University of Missouri Legislative Update University of Missouri

UM Legislative Update is published by Government Relations and University Relations to inform stakeholders of important government activities affecting the University of Missouri.

Name change bill moves to the House

After an all-night, 14-hour filibuster led by Sen. Chuck Graham (D-Columbia), the Senate this week passed legislation that changes the name of Southwest Missouri State University and several other institutions. The filibuster for SB 98 ended shortly after Graham passed an amendment that would prohibit SMSU from duplicating programs, adopting a land-grant mission or receiving additional state funds as a result of the name change. Those conditions reflected comments last week by UM President Elson S. Floyd and supported by the Board of Curators during a meeting in Columbia. The final vote was 25-7, and the bill now moves to the House.
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Stem cell legislation voted out of Senate committee

Senate Bill 160, which prohibits human cloning, was voted out of the Senate Judiciary Committee on February 14. Seven of the nine committee members voted in favor of the bill. If SB 160 is reported to the Senate floor by the chairman of the Judiciary Committee, Sen. Matt Bartle (R-Lee’s Summit), who also is the sponsor of the bill, then the next step would be debate by the full Senate.

Tort reform bill proceeds to the Senate

On February 17, the House of Representatives approved the tort reform bill sponsored by Rep. Richard Byrd (R-Kirkwood). After close to eight hours of debate, allotted equally among the two parties, HCS for HB 393 was passed with 106 ayes and 52 noes and with few amendments. In its major provisions, the bill:
 
• tightens restrictions on venue by limiting it to the place where the injury first occurred, the defendants’ principal place of residence or business, or a location agreed upon by all parties;
 
• eliminates joint and several liability of multiple defendants;
 
• limits punitive damages to $250,000 or three times the net amount of the judgment, whichever is greater; and
 
• limits non-economic damages to $250,000.
 
The bill will now proceed to the Senate for hearing and debate.

House Higher Education Committee hears bill that would require roll call votes of governing boards

The House Higher Education Committee on Tuesday, Feb.15 heard HB 103, sponsored by Rep. Jane Cunningham (R-Chesterfield), that would require the Board of Curators and other higher education governing boards to conduct roll-call votes on all policy decision items. The bill also would require that the votes as well as administrative summaries be included in a journal of the meetings and made open to the public. UM President Elson S. Floyd has indicated he is supportive of the proposal and plans to follow the recommendations regardless of the outcome of the legislation. Several Committee members suggested minor wording changes in the bill and a substitute is expected to be offered soon. The Committee took no action on the bill.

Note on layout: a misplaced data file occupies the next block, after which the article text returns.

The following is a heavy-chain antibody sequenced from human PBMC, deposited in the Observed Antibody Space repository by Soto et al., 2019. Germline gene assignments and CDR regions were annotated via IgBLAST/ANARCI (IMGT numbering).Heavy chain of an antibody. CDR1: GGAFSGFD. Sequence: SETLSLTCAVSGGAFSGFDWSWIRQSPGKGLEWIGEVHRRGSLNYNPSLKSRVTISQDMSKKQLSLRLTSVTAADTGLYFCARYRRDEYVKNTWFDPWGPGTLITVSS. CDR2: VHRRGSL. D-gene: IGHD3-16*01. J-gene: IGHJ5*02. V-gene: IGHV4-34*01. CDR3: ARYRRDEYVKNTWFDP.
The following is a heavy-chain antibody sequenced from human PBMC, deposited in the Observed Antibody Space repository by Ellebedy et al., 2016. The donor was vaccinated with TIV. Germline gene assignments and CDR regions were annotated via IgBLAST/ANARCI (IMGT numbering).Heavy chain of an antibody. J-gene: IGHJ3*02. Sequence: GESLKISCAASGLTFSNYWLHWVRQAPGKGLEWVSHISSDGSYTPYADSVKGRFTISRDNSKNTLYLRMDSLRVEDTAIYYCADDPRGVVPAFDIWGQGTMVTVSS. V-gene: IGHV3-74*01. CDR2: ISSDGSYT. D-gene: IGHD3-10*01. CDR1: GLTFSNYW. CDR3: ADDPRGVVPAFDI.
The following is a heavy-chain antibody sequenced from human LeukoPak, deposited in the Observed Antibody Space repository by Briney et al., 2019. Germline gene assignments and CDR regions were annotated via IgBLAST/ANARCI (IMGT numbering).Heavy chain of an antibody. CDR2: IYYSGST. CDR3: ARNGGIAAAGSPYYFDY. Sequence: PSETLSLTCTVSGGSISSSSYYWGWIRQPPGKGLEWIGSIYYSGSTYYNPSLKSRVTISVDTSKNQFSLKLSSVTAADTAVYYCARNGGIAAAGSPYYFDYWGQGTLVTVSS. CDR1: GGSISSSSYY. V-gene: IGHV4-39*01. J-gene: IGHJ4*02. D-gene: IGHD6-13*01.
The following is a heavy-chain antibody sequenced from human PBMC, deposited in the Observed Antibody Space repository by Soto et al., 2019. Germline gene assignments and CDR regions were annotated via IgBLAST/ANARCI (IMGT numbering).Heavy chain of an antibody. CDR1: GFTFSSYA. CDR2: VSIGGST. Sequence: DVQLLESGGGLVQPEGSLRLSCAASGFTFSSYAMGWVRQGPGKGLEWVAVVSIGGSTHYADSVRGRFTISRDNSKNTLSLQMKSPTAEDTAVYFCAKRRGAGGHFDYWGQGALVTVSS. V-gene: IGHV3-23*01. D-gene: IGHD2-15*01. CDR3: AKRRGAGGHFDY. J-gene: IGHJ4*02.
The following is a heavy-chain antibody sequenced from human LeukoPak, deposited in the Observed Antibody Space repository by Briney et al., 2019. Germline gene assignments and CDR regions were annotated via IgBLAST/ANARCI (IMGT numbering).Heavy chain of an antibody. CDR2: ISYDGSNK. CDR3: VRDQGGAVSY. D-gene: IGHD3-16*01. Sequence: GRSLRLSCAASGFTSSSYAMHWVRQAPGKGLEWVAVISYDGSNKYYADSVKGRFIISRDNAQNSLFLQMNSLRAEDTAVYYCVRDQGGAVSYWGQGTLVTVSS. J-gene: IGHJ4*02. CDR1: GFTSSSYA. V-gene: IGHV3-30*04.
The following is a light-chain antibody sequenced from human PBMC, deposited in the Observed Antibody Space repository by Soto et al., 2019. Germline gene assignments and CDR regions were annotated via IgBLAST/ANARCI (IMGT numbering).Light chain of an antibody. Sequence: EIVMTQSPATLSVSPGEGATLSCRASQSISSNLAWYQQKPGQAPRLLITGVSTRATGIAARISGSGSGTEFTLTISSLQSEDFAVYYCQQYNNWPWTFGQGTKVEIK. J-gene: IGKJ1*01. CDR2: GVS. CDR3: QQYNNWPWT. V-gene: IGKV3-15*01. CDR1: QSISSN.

Senate Education Committee considers tuition and budget measure

The Senate Education Committee heard a new proposal for setting tuition on Tuesday, Feb. 15. SB 231, sponsored by Sen. Jason Crowell (R-Cape Girardeau) would set up a process higher education institutions must follow if they plan to increase tuition at levels above the Consumer Price Index. Institutions would be required to announce their tuition level and reasoning for that level six months in advance of the fall semester, and public hearings would be conducted. The institutions would then draft a summary of the hearings and submit the plan to the Coordinating Board for Higher Education, which would then certify that the process was followed and forward that material to the governor and General Assembly. A second section of the bill would require the University of Missouri to submit a line-item budget to the Coordinating Board and General Assembly each year. During the hearing, senators asked Crowell about the process that is currently followed for tuition and budgeting and several changes were discussed. The Committee took no action on the bill.

Education Appropriations Committees hold meetings

The House Education Appropriations Committee focused primarily on the budget for the Department of Elementary and Secondary Education this week. They began with a presentation by Dr. Kent King, Commissioner. Attention was focused on funding for present programs, with multiple inquires related to how a new school foundation formula might work.

The Senate Education Appropriations Committee continued to hear testimony concerning the budgets for the various state departments and statewide office holders.

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